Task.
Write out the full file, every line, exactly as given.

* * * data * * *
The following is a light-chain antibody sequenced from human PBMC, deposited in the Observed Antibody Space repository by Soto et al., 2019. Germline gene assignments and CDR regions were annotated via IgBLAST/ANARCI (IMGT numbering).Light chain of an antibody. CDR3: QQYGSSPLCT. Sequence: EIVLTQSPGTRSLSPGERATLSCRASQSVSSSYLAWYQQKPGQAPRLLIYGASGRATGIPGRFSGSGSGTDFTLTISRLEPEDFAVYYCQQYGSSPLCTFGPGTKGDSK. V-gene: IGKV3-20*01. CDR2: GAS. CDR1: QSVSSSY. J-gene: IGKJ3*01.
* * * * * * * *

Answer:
The following is a light-chain antibody sequenced from human PBMC, deposited in the Observed Antibody Space repository by Soto et al., 2019. Germline gene assignments and CDR regions were annotated via IgBLAST/ANARCI (IMGT numbering).Light chain of an antibody. CDR3: QQYGSSPLCT. Sequence: EIVLTQSPGTRSLSPGERATLSCRASQSVSSSYLAWYQQKPGQAPRLLIYGASGRATGIPGRFSGSGSGTDFTLTISRLEPEDFAVYYCQQYGSSPLCTFGPGTKGDSK. V-gene: IGKV3-20*01. CDR2: GAS. CDR1: QSVSSSY. J-gene: IGKJ3*01.